• Despite the fact that Joe came from a prominent political family, he never had the hubris you would associate with many with that background.
• He was humble, compassionate and caring, which are uncharacteristic traits of a typical politician. He was not 'me first'.
Death is inevitable but some deaths force us to reflect and affect us more than others.
This year, we have lost many people to Covid-19, but we can at least be thankful the fatalities has not been as numerous as was feared here in Kenya and in Africa .
One of the victims of the virus was former Cabinet minister Joe Nyagah.
Although most Kenyans know Joe as a politician and from a prominent political family, many of us knew him as a technocrat and diplomat, who unlike others in the country, did not dip his hand in the till.
Joe was as clean as they came when it came to corruption. It would be an understatement to say we need men and women like him, especially given the thuggish theft of public funds and corruption in the country, which only seem to get worse.
Despite the fact that Joe came from a prominent political family — his father being the longest=serving minister in Kenya to date before retiring in 1992 — he never had the hubris you would associate with many of that background. Rather, Joe was humble, compassionate, and caring, which are uncharacteristic traits of typical politician.
Notably, his father was also in government even before Independence as a member of Legco
I first met Joe in early 2008 when he was part of a team dispatched to lobby in Washington following the eruption of violence in Kenya after the 2007 General Election. The efforts paid off as we had the National Accord between then President Mwai Kibaki and the man who many believe won the disputed election, Raila Odinga.
In paying tribute to Joe, his niece, Grace Ajode Jibril, said, “Many will never know or understand the critical role [Joe] played in the 2008 peace agreement.”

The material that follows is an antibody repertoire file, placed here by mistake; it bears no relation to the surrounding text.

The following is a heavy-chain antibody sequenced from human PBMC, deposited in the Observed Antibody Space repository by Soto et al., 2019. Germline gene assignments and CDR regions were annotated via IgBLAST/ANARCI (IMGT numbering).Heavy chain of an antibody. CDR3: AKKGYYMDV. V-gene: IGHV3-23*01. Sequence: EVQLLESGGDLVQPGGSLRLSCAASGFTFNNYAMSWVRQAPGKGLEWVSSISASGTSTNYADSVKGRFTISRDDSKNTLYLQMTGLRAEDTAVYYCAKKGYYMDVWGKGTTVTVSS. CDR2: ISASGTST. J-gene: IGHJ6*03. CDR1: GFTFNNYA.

This is true of many unheralded heroes and heroines of past and today.
It is even truer for Joe, who, besides his role in having the US intervene and bring about the peace deal, he made other numerous contributions that he was not given due credit or recognition for.
For example, and as his niece once again reminded us, Joe “looked out for, advocated on behalf of, the youth, sick and the poor citizens of Kenya".
He also cared deeply and was concerned about the elderly, for whom he also lobbied leaders and openly offered solutions to address their needs.
I last spoke to Joe a few weeks ago and he was beaming about the future of the country to which he believed people his generation have a lot to offer, thus, his serious consideration to vie for President.
We spoke at length about governance and the dearth of development in the country, despite our being endowed with plenty of resources, including human capital that could be tapped to transform the country — finally.
Joe lamented how tragic it is Kenya has some of the best brains within and out in the diaspora and how the government has not done much to encourage the latter to return home and help rebuilding our country.
When I told Joe there are many who have tried to do just that but found resistance, or not the anticipated success in the private sector, he had a long answer that included what he had in mind as a solution.
It is a proposal I will certainly do my best to see to it that the government takes up as part of Joe’s legacy.
For now, like many unheralded heroes, Joe has passed on but we can do something to keep his legacy, and the legacy of like-minded people who have passed on by putting country first, not the usual 'me first'
Samuel Omwenga is a legal analyst and political commentator